Dr. Kate Webster is a TEDx Speaker and leader in shifting multicultural mindsets through education, facilitation, training, and coaching. She founded her own company, Breaking Thru Barriers, to help clients break free of limiting beliefs that hold them back and transform their personal and professional lives. By combining her expertise as a part-time Sociology professor and third degree black belt, she specializes in helping individuals speak up in difficult situations and with difficult people.
Kate’s clients are people in career transition or emerging leaders who want more confidence and self-awareness so they can speak up for themselves while advancing in their careers. This includes helping her clients navigate tricky relationships at work and feeling more effective in their day-to-day work lives.
Watch Kate in her TEDx talk to challenge us to “change the way you communicate and change your world.”
In today’s global and technologically advanced business world, resilience has become one of the top five leadership traits essential for navigating a changing and fast-paced work environment.
Learn how becoming more civil allows us to overcome unconscious opinion bias.
... in many corporate environments, what is said and what is done to boost women in leadership roles are not in sync. Results are limited, no meaningful change takes place and the benefits of having women in top spots are lost to them, despite their efforts.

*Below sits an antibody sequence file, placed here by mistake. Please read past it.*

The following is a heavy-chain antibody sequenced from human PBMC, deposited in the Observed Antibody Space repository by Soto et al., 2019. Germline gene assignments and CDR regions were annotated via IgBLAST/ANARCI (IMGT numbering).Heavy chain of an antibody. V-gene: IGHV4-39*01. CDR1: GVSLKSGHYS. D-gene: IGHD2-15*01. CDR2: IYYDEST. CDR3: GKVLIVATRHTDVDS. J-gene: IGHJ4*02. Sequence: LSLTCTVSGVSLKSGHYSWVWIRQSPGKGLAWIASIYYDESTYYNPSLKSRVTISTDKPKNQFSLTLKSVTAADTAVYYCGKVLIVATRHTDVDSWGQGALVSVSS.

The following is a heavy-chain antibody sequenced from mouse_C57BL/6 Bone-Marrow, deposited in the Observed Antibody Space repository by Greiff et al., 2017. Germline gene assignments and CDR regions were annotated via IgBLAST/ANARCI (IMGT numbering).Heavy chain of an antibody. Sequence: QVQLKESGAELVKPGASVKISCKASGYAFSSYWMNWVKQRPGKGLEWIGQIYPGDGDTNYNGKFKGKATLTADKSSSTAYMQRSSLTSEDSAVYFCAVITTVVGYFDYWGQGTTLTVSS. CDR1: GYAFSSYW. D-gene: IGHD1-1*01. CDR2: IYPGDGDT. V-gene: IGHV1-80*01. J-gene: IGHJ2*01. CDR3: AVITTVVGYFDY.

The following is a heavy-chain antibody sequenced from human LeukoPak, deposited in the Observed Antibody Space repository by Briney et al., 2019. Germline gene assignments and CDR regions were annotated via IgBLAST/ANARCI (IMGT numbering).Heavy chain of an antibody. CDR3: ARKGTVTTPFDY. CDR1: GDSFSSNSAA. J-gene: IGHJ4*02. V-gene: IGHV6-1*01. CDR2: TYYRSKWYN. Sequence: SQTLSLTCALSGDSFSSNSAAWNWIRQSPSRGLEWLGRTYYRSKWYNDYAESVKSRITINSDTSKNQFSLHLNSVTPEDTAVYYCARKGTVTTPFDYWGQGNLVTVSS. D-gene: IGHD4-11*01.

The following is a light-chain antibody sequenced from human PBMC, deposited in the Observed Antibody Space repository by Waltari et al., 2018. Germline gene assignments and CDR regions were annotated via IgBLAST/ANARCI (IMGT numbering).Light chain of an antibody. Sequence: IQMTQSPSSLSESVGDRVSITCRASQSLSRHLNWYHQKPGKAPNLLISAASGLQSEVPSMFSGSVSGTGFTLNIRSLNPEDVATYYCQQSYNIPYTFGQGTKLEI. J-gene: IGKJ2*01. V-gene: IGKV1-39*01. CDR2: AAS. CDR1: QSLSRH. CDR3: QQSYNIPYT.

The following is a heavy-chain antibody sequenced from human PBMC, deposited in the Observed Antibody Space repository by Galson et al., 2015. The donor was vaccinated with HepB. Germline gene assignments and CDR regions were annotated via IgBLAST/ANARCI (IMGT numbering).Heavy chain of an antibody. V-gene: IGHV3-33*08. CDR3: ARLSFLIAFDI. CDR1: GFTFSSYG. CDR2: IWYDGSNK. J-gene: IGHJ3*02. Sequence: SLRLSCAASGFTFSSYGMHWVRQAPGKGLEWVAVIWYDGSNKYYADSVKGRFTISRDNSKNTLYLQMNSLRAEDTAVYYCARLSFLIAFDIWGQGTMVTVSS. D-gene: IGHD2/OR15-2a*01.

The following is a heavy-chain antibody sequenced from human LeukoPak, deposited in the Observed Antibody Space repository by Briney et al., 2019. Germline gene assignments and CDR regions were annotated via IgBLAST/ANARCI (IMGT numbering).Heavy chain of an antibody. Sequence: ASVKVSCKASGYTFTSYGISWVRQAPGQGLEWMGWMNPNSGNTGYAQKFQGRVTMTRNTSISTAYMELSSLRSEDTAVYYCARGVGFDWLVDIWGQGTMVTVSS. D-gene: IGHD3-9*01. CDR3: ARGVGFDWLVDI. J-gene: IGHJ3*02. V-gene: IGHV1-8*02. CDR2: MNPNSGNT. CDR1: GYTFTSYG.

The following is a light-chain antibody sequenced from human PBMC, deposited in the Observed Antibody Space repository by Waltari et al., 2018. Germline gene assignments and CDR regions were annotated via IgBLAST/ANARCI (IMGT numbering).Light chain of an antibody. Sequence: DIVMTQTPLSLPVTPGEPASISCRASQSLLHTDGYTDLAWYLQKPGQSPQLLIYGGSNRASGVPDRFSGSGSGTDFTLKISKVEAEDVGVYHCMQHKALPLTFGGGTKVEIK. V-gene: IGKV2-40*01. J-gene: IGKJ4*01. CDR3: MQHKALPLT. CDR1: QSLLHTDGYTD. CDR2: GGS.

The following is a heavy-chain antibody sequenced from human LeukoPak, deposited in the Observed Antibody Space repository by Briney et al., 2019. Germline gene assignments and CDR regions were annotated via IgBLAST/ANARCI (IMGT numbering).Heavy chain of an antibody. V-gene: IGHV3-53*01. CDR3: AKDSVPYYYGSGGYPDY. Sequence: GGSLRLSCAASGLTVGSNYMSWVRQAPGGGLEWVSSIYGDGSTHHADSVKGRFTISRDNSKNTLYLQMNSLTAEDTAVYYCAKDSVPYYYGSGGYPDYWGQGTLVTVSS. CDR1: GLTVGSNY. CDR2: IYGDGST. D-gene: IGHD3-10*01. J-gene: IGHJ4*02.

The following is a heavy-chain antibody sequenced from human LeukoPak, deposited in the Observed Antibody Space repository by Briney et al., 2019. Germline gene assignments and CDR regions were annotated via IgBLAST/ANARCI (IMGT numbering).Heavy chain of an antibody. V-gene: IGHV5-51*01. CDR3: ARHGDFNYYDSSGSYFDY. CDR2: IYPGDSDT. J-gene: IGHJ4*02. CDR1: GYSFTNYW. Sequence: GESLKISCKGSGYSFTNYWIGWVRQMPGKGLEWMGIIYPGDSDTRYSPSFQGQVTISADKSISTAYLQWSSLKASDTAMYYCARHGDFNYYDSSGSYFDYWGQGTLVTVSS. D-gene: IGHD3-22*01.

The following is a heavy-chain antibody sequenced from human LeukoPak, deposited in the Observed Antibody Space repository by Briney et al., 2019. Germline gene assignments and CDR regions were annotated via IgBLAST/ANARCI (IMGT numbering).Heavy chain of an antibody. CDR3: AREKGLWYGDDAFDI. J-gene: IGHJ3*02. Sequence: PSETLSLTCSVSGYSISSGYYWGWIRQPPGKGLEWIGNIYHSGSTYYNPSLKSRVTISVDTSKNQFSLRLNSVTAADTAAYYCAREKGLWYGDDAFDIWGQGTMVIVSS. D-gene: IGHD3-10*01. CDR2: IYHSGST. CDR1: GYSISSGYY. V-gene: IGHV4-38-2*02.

When asked directly, men in leadership roles will state that they support equal opportunity, diversity in leadership roles, and hiring the best person for the job, regardless of gender.
In their article Madame C.E.O., Get me a coffee!, the third in their “Women at Work series, Sheryl Sandberg and Adam Grant highlight the ways women blur their boundaries at work by taking on housekeeping tasks that distract them from their jobs, dilute their power, and drain their energy. A main culprit, Sandberg and Grant assert, is the…
In their New York Times article, Speaking While Female, Adam Grant and Sheryl Sandberg powerfully illustrate the double bind professional women are in when it comes to speaking up at work. If they speak up, women are called “bossy” or, worse, the other “B” word—and, if they don’t speak up, they are called a “door mat.”
There is a danger in quickly scanning Adam Grant and Sheryl Sandberg’s article, When Talking About Bias Backfires—the first in a series of four articles titled “Women at Work.” Awareness of gender bias alone, they contend, won’t solve the issue in the workplace and might, in fact, increase bias.